I’ve said it again, I’m saying it now, and I am sure that I will say it again….
One thing that I love about Ugandan culture is the tradition of giving gifts in the form of food.
I mean, I love it.
Often when someone visits you (when they’ve traveled some distance, not just the stop-in-and-see-you kind of visit), they will come with these edible gifts.
If someone is coming from the village to town, they are likely to bring with them something that has recently been harvested: potatoes, avocados, bananas, beans, sugar cane, cabbage, etc.
If someone is coming from town to the village, they are likely to bring something more along the lines of processed items: bread, sugar, rice, soap (ok, that isn’t food, but it is a common gift), etc.
Also, if you are from town and you visit someone in the village, there is a good chance they are sending you home with food items.
I love it.
And I have recently had several visitors from the village who have been keeping my kitchen well-stocked. I mean, we have been eating potatoes practically non-stop for weeks. And there is no sign of stopping soon! Also, had multiple avocados with every meal for a week straight. And beans. We have had some beautiful beans.
That’s right: beautiful beans.
I don’t know what it is exactly, but every time we thresh beans (you know, remove them from their pods) I get captivated by their beauty.
One of the bags of beans we were given this month was exceptionally beautiful. There were so many different colors and sizes. I saw beans like I’d never seen before. Someone once told me that each type has a different name in the local languages. You know, like eskimos have a million words for snow…give or take.
I just kept thinking about how beautiful and different they all look when they are fresh. But when you cook them (for hours), their uniqueness wears away. Sometimes they all end up looking practically the same.
The more I thought about it, the deeper my mind went. I was reflecting on how we, as people, are all so beautifully unique. Of course we are different in appearance…but we are so different in other ways as well: personality, talents, passions, gifts, skills, desires, etc. Maybe if I stopped to think about it for awhile, I would be captivated by us just as much as I am captivated by beans.
And the reality is, when we go through fire (difficult times) like heartache, sickness, loss, etc., our uniqueness wears away. We all end up looking practically the same…human.
You know, I do not love going through fire. It is painful!
I’m sure if beans could talk, they don’t like it either.
But…who wants to eat a raw bean? I regularly see children around here trying to pick fruit before they are fully ripe, and enjoying them in their sour state. But I never see a child munching on raw beans.
Yet, after they are cooked, slowly and with attention…adding water, vegetables, spices…then they taste amazing.
I’ll admit I have not been the most enthusiastic bean-cooker in Uganda since I’ve been here. However, I’ve recently decided that I should catch-up on this basic skill. I got advice from a couple different ladies on their approach to the cuisine. The other day, after cooking some of those gifted beans, I had an amazing compliment from a small child: they tasted like the beans that Aunt Joseline cooks. Now, Aunt Joseline is one of my friends whose cooking I always enjoy. Things I don’t always like when other people make them, I like when I’m at her house. So, my novice beans being compared to hers was a pretty big moment in my books.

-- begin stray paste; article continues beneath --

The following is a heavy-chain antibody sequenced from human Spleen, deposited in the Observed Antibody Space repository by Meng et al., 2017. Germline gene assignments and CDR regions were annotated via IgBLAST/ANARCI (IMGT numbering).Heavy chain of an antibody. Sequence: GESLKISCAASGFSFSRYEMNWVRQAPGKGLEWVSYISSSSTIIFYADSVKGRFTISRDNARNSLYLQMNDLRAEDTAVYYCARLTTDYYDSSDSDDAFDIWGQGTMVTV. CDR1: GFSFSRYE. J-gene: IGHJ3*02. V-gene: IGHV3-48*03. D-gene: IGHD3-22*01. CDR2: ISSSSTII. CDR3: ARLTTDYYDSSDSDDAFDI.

As I was eating these tasty beans, I was drawn back to my bean/human parallel. Though going through fire is undesirable at the time, it often makes us better. It made me think of the words in Romans 5:3&4.
…we also rejoice in our sufferings, because we know that suffering produces perseverance; perseverance, character; and character, hope.
Our sufferings make us sweeter, so to speak. (Here in Uganda, when something tastes good, we say it is sweet regardless of its sugary flavor.)
So, though we are all created uniquely, we all have some basic things in common–we will endure difficult things in this earth, but they can make us better if we allow them to. That is, if we have that careful attention–we don’t need water, vegetables, or spices to be added during the process. But we do need God’s Word, prayer, and encouragement from fellow beans, I mean people, during the process. That will make us oh-so-sweet, and more equipped to be a part of that encouragement-ingredient when someone else is boiling near us.
Very well written, Lisa!
Kate Your fellow bean
Do they come in pink?!?! : )
They DO come in pink! 🙂
Thank you for the good read. Love you.
That looks so much like my famous Irish 239 bean soup
Yummy in my tummy!
Called 239… because if you add one more bean it will be… 2Fourty
Enjoyed your article and comparison of humans, trials, fire and beans. Mum. I can smell them cooking. My mouth is watering. Guess I will fix beans this weekend. Blessings my friend.